Entries by Keith Weiner

Open Letter to Steve Keen

26/04/12 Keith Weiner Dear Professor Keen, I am a monetary scientist and a fan of some of your work. I admire the courage it took for you to call the Australian housing crisis as early as you did, and to make a bet that you would be right. But I came across this video (http://www.youtube.com/watch?feature=player_embedded&v=aqY_DYtp60s#), […]

Irredeemable Paper Money, Feature #451

I am writing this, having just returned from the fourth course at the New Austrian School of Economics, in Munich. The single biggest theme was the rate of interest and its linkage to prices. Kondratieff, among several others, have observed that rising prices lead to rising interest rates and vice versa. And the opposite case […]

The Loan: An Exchange of Wealth for Income

As the title of this essay suggests, a loan is an exchange of wealth for income. Like everything else in a free market (imagine happier days of yore), it is a voluntary trade. Contrary to the endemic language of victimization, both parties regard themselves as gaining thereby, or else they would not enter into the […]

A Politically Incorrect Look at Marginal Tax Rates

In my last piece, The Laffer Curve and Austrian Economics, I argued that the “Laffer Maxima” moves depending on where the economy is in the boom-bust credit cycle. I used an example of a marginal restaurant business in the bust phase, which fails when the income tax rate on the people who live nearby rises […]

Inflation: an Expansion of Counterfeit Credit

The Keynesians and Monetarists have fooled people with a clever sleight of hand. They have convinced people to look at prices (especially consumer prices) to understand what’s happening in the monetary system. Anyone who has ever been at a magic act performance is familiar with how sleight of hand often works. With a huge flourish […]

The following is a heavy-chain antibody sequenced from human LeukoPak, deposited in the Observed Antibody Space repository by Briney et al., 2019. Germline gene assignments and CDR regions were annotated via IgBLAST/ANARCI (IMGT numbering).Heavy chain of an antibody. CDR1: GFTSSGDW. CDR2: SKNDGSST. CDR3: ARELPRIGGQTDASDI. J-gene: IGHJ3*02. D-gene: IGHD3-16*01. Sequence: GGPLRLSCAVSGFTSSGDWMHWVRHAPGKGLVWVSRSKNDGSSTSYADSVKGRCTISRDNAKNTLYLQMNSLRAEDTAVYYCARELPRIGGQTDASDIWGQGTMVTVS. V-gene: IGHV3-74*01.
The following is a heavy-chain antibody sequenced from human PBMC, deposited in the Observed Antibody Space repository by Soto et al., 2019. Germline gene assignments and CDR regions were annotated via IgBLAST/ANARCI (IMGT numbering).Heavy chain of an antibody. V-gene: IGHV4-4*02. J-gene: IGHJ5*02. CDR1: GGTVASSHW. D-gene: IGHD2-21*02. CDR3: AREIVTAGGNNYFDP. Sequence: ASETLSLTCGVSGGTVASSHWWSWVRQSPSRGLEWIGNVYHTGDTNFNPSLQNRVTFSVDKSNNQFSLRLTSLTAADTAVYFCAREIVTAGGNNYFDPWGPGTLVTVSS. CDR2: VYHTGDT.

The Laffer Curve And Austrian School Economics

Jude Wanniski, a writer for the Wall Street Journal, coined the term “Laffer Curve” after a concept promoted by economist Art Laffer.Laffer himself says the idea goes back to the 14th century The idea is that if one wants to maximize the government’s tax revenue, there is an optimal tax rate. (Ignore for the moment […]

Broken Hedges

Peter Tchir wrote a piece yesterday describing yet another hole in the banks’ balance sheets: I am not sure I fully understand it, but to me it looks something like this: A bank has a duration mismatch. Its funding is short-term, which means it must be rolled over frequently. This subjects the bank to the […]

Capitalism: Death By A Thousand Cuts

Capitalism died when they decided to subsidize railroads for the sake of national prestige in the mid 19th century. Capitalism died when, to compensate for the consequences of subsidized railroads, they passed anti-trust laws in 1890, under which it is illegal to have lower prices, the same prices, and higher prices than one’s competitors. Capitalism […]

Why Can’t We All Just Net Along

Zero Hedge posted an article that asks an interesting question. Every European country owes money to other European countries. This creates a web of cross-linked debt. Instead of each country laboring under the full nominal amount, why don’t they just cooperate and cancel out everything but the net debt? This remainder would be very manageable […]